How Much Money Before a Bench Warrant Issues for Child Support Arrears?

When will a Bench Warrant issue for child support arrears? This is a question often worried about by a payor that is in over his head financially and behind in his child support obligation.

First, rest assured, you will be notified several times before a warrant is issued for your arrest. In the instance where a payor pays through the County Probation Department there will be a notice sent requesting his appearance sent to the home address on file with the Probation Department. This will be for either a hearing office from the Probation Department or a Superior Court Judge, often dependent on the particular County the payor resides in. If the payee receives direct payments from the payor, not through any direct garnishment of wages, then in all likelihood she or he will have to go to the Superior Court and file a motion for the enforcement of litigants rights, or for the reimbursement of child support where there are no pre-existing child support orders in place.

What is important to know is that New Jersey law defines three distinct bases for incarceration in a situation where there are arrears due. The three bases of law that will allow for incarceration are as follows:

  1. Relief to litigant proceedings pursuant to R. 1:10-3, R. 5:3-7.
  2. Contempt proceedings pursuant to R. 1:10-2.
  3. Criminal prosecution pursuant to N.J.S.A. 2C:24-5.

Of those three, relief to litigant proceedings under R. 1:10-3 is the most frequently used because the resort to either criminal prosecution under N.J.S.A. 2C:24-5 or contempt proceedings under R. 1:10-2 is rare in New Jersey.

A warrant for an Expedited Enforcement of Litigants Rights (ELR) hearing, pursuant to R. 1:10-3, R. 5:3-7, will require a noncompliant payor to come before a judge. The warrant is often issued for the continued failure to make support payments or provide medical coverage after already having an ELR hearing, or failing to appear at one or more ELR hearings.

The recommendation is made by the case worker from the Probation Department assigned to your case, based on consideration of several factors related to the case. A supervisory review within the County Probation Department is also required before any such recommendation to issue a warrant is forwarded to the judge, who then makes the final decision to issue the warrant. The Probation Department must consider factors affecting the obligor’s ability to pay, e.g., employment, disability, public assistance. Such hearings may result in an order in aid of litigant’s rights requiring an additional payment or a series of periodic payments to catch up the accrued arrears. As a way to help ensure compliance, the Order may provide that if the payor’s future payments are missed, a warrant may be issued without any additional notice to the obligor. The purpose of such a warrant is to bring the obligor before the court on an expedited basis in the event of future alleged non-compliance.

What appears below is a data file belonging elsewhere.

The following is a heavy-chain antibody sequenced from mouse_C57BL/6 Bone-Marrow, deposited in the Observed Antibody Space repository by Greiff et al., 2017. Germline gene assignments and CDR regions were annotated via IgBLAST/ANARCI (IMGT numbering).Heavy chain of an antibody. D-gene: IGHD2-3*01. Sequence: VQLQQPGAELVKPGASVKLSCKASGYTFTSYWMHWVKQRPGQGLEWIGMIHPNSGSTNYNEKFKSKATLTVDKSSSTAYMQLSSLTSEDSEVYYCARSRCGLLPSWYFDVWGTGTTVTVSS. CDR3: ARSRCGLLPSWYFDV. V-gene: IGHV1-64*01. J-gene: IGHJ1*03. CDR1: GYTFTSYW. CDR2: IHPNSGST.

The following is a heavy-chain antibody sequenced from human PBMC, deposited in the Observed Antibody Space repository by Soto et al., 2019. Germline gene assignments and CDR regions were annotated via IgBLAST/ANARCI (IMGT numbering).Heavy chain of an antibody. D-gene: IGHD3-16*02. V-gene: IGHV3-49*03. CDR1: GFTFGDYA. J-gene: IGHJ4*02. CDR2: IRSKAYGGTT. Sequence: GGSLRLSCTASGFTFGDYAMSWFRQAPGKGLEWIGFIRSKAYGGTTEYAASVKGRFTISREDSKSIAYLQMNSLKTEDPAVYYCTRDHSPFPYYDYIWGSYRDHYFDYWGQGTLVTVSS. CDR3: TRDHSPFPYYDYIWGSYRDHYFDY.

A Judge may issue a Bench Warrant for the arrest of a payor in three basic circumstances:

  1. Failure to Appear for an ELR Hearing. If, after service of the notice to appear for a ELR hearing, the payor fails to appear, an arrest is necessary to ensure obligor’s appearance before the court, known as a Warrant for Failure to Appear.
  2. Future Failure to Make One or More Child Support Payments. Where an Order from a ELR hearing provides that if the obligor fails to make one or more child support payments in the future, a warrant for arrest may issue in order to address the non-compliance as quickly as possible.
  3. Coercive Incarceration. Where an obligor has been ordered to make a payment toward child support arrears or provide medical coverage and refuses to do so, and incarceration is necessary to coerce compliance with the court’s order.

Also important to note is that there is a requirement that a indigent payor be provided with counsel for the hearings; the Supreme Court in Pasqua v. Council, 186 N.J. 127 (2006) (“Pasqua”), held that indigent parents, charged with violating child support orders and subject to coercive incarceration at hearings to enforce litigants’ rights, have a right to appointed counsel.

These questions have many facets, and the Administrative Office of the New Jersey Courts also has issued what is known as an Administrative Directive to all of the Superior Courts and various agencies involved in the proceedings. The following is a link to the Administrative Directive entitled “Use of Warrants and Incarceration in the Enforcement of Child Support Orders” :

Contact Lyons & Associates

The Directive relates to child support enforcement actions brought by the Probation Division and discusses the nature of the court’s findings, the rights of the payor, and the conduct of hearings at length. For further answers to your specific child support arrears questions, contact us at Lyons & Associates. To schedule an appointment, contact us online or call our office at 908-575-9777.

Written by: Jennifer Presti, Esq.